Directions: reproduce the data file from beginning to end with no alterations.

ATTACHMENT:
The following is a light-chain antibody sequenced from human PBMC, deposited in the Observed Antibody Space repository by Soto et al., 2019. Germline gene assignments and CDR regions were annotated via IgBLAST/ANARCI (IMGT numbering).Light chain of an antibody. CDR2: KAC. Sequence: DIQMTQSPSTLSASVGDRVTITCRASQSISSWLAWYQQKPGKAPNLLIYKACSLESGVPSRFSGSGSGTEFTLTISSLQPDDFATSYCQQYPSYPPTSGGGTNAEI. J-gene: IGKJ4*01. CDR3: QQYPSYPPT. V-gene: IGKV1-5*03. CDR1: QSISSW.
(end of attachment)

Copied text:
The following is a light-chain antibody sequenced from human PBMC, deposited in the Observed Antibody Space repository by Soto et al., 2019. Germline gene assignments and CDR regions were annotated via IgBLAST/ANARCI (IMGT numbering).Light chain of an antibody. CDR2: KAC. Sequence: DIQMTQSPSTLSASVGDRVTITCRASQSISSWLAWYQQKPGKAPNLLIYKACSLESGVPSRFSGSGSGTEFTLTISSLQPDDFATSYCQQYPSYPPTSGGGTNAEI. J-gene: IGKJ4*01. CDR3: QQYPSYPPT. V-gene: IGKV1-5*03. CDR1: QSISSW.